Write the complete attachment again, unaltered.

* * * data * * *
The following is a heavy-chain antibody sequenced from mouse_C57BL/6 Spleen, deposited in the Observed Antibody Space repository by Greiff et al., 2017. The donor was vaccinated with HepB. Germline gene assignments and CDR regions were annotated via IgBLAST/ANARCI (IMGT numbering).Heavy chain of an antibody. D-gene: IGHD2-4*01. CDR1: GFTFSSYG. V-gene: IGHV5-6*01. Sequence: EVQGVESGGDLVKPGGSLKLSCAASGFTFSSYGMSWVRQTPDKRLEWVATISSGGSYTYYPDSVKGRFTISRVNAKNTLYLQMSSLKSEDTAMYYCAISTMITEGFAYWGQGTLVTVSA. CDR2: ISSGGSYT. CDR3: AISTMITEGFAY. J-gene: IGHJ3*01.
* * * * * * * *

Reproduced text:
The following is a heavy-chain antibody sequenced from mouse_C57BL/6 Spleen, deposited in the Observed Antibody Space repository by Greiff et al., 2017. The donor was vaccinated with HepB. Germline gene assignments and CDR regions were annotated via IgBLAST/ANARCI (IMGT numbering).Heavy chain of an antibody. D-gene: IGHD2-4*01. CDR1: GFTFSSYG. V-gene: IGHV5-6*01. Sequence: EVQGVESGGDLVKPGGSLKLSCAASGFTFSSYGMSWVRQTPDKRLEWVATISSGGSYTYYPDSVKGRFTISRVNAKNTLYLQMSSLKSEDTAMYYCAISTMITEGFAYWGQGTLVTVSA. CDR2: ISSGGSYT. CDR3: AISTMITEGFAY. J-gene: IGHJ3*01.